This is an appeal by defendant from an order denying his motion for the return of $11,036.92 seized in a gambling raid. All charges were dismissed against defendant. The matter was first on appeal in State v. Rodririquez , 130 N.J. Super. 57 (App. Div. 1974), certif. den. 66 N.J. 325 (1974). Thus, we need not repeat the factual background detailed in that opinion. Since the motion by defendant in the prior proceeding was made only with an affidavit, we remanded with directions for an evidentiary hearing to be held. Since money is involved, defendant was required to present a prima facie case of ownership of the money and unlawful seizure thereof. The burden then passed to the State to show that the fund was used in or resulted from a criminal transaction. State v. Rodriquez, supra at 60-62; Farley v. $168,400.97 , 55 N.J. 31, 48 (1969); State v. Sherry , 46 N.J. 172, 177 (1965); Krug v. Hudson Cty. Bd. of Chosen Freeholders , 3 N.J. Super. 22, 27 (App. Div. 1949).
On remand the trial judge determined that the presumption under N.J.S.A. 2A:152-7, that the money is "contraband of law" as part of a gambling operation, would apply, despite an acquittal or dismissal of the charges, and found that defendant had not presented sufficient credible proofs to overcome this presumption. The State (here through the county) offered no proofs in its own behalf.
We disagree with the ruling of the court below. Where there is an acquittal or dismissal of the charges, N.J.S.A. 2A:152-10, not N.J.S.A. 2A:152-7 or 2A:152-9, controls. Accordingly, the seizure of the money here in connection with the arrest of defendant for gambling charges would not give rise to a prima facie case that the money is contraband. Defendant had undisputed possession of the money at the time of seizure. As possessor of personal property under the circumstances shown here, he was prima facie the owner of it. State v. Rodriquez, supra , at 130 N.J. Super. 61.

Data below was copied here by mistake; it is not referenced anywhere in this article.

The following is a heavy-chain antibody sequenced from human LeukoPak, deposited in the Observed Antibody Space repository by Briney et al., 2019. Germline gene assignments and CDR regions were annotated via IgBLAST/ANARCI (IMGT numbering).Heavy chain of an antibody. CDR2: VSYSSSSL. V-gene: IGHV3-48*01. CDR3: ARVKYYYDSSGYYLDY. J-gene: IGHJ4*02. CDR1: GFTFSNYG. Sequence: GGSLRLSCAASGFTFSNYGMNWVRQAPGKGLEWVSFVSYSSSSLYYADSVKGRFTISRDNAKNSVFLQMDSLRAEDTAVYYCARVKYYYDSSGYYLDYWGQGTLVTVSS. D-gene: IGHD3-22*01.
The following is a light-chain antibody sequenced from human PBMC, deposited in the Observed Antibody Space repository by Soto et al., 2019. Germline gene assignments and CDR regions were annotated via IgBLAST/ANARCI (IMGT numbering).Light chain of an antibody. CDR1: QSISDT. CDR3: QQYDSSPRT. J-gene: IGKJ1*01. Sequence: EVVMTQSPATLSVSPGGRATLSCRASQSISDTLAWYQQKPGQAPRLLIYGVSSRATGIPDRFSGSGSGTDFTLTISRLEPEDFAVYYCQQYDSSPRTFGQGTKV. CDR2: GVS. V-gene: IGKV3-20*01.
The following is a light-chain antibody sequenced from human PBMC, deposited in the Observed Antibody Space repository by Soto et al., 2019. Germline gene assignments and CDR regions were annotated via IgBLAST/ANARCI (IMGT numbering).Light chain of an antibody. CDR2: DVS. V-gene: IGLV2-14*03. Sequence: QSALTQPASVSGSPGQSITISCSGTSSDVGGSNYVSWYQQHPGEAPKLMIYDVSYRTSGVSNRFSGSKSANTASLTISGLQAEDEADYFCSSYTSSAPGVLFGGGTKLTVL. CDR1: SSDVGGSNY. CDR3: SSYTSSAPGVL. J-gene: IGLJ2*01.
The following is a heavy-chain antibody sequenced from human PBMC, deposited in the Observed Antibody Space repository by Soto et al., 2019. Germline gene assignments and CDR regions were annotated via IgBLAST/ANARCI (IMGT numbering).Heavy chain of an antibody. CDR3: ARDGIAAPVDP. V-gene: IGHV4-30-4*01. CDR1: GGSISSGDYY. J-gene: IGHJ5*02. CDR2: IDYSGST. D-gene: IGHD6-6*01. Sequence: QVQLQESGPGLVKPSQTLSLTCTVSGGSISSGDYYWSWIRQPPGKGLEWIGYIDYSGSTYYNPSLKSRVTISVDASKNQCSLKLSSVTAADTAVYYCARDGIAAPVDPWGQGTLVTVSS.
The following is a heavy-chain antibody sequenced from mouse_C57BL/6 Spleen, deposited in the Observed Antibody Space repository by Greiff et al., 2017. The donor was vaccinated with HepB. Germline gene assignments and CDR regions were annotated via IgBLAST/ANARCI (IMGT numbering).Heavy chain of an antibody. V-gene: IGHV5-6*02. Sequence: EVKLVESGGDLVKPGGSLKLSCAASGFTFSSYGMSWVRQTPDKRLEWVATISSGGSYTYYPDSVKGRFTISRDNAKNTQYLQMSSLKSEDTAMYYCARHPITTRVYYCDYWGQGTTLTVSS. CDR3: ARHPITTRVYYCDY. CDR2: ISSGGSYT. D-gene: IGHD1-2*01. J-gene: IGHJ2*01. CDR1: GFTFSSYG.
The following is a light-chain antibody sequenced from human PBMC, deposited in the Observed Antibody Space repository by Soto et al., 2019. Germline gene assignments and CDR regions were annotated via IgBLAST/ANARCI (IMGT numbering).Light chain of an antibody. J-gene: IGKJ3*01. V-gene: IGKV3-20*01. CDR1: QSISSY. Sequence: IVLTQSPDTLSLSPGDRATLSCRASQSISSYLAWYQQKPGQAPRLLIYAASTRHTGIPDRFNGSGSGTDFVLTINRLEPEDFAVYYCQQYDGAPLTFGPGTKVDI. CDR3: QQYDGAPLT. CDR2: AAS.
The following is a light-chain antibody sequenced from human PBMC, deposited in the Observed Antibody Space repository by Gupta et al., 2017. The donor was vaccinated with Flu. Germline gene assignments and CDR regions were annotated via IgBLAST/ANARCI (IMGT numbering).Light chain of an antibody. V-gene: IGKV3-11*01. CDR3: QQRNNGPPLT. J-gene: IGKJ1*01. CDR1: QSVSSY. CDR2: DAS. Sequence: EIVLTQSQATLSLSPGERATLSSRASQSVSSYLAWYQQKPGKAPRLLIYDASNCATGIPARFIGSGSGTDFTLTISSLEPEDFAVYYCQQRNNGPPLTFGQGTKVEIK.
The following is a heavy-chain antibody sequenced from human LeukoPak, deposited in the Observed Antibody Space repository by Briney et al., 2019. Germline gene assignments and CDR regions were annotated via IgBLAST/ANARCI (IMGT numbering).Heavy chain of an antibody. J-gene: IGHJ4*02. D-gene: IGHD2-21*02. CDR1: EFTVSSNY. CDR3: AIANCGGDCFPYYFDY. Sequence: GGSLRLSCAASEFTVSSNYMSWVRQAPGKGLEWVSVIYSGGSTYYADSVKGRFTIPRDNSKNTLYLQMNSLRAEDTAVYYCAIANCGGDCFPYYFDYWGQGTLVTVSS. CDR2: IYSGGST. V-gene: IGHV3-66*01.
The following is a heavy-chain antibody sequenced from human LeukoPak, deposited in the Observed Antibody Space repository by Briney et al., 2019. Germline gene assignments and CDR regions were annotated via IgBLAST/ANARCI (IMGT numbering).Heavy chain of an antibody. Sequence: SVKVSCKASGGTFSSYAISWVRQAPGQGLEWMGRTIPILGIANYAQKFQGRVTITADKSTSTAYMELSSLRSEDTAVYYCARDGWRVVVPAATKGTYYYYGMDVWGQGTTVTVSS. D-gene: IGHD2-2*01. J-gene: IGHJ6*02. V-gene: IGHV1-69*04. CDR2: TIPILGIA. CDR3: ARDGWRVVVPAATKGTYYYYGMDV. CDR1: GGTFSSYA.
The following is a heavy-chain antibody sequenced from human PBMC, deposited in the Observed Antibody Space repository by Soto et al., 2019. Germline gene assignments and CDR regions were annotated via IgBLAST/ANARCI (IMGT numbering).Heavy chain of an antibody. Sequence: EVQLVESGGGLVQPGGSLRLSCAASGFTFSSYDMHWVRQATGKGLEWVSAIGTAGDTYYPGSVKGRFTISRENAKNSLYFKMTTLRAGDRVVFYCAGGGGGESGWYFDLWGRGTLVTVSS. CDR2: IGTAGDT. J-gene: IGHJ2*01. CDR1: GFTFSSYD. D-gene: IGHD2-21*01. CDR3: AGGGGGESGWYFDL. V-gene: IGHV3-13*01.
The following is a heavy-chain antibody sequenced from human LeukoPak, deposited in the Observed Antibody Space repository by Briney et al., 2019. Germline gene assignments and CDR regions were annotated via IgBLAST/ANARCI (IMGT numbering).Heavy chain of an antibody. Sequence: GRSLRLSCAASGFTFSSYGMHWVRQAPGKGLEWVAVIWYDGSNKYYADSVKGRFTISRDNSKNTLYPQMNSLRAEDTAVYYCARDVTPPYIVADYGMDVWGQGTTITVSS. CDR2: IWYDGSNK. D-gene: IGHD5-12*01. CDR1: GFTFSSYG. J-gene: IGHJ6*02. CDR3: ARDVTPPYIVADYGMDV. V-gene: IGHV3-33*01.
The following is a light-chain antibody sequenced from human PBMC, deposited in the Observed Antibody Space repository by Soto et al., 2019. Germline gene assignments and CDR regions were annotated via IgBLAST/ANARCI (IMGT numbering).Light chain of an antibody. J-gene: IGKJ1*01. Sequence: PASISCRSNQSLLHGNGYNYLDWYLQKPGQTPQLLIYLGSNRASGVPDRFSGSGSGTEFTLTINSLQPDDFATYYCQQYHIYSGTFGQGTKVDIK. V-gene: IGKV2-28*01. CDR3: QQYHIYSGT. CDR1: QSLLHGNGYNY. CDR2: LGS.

The court erroneously placed on defendant the duty of rebutting the presumption of contraband under N.J.S.A. 2A:152-7, finding that defendant's evidence that the money was lawfully acquired from his retail business was incredible and did not satisfy the burden. However, it correctly stated that if there were no question of contraband, defendant would be the owner of the money.
Defendant here did present a prima facie case of ownership and unlawful seizure of this money. The State had ample opportunity to meet its burden of showing that the fund was used in or resulted from a criminal transaction and, as the court properly concluded, it offered no proofs whatsoever in that respect. Under these circumstances, defendant was not required to go further and demonstrate that the money was not contraband. Accordingly, we are constrained to find that defendant is now entitled thereto.
Defendant's claim for interest, on the record before us, is without merit. Title to contraband, including money used in a gambling operation, is vested in the sovereign from the time of the occurrence of the forbidden act or omission. Farley v. $168,400.97, supra , 55 N.J. at 40-42. Such title, however, is subject to the right of the owner to claim ownership, dispute the question of whether the money is contraband and have a judicial determination of those issues. Here that matter was determined in accordance with the statutory procedure relating thereto. Until such a final determination
is made, it cannot be said that the State is liable to pay the money or has wrongfully withheld or delayed payment thereof. Interest thereon, therefore, is not due or payable. See Woodcliff Management v. Twp. of North Bergen , 106 N.J. Super. 292 (App. Div. 1969).
The order of the trial court is reversed and the matter is remanded for an order directing that the $11,036.92 be ...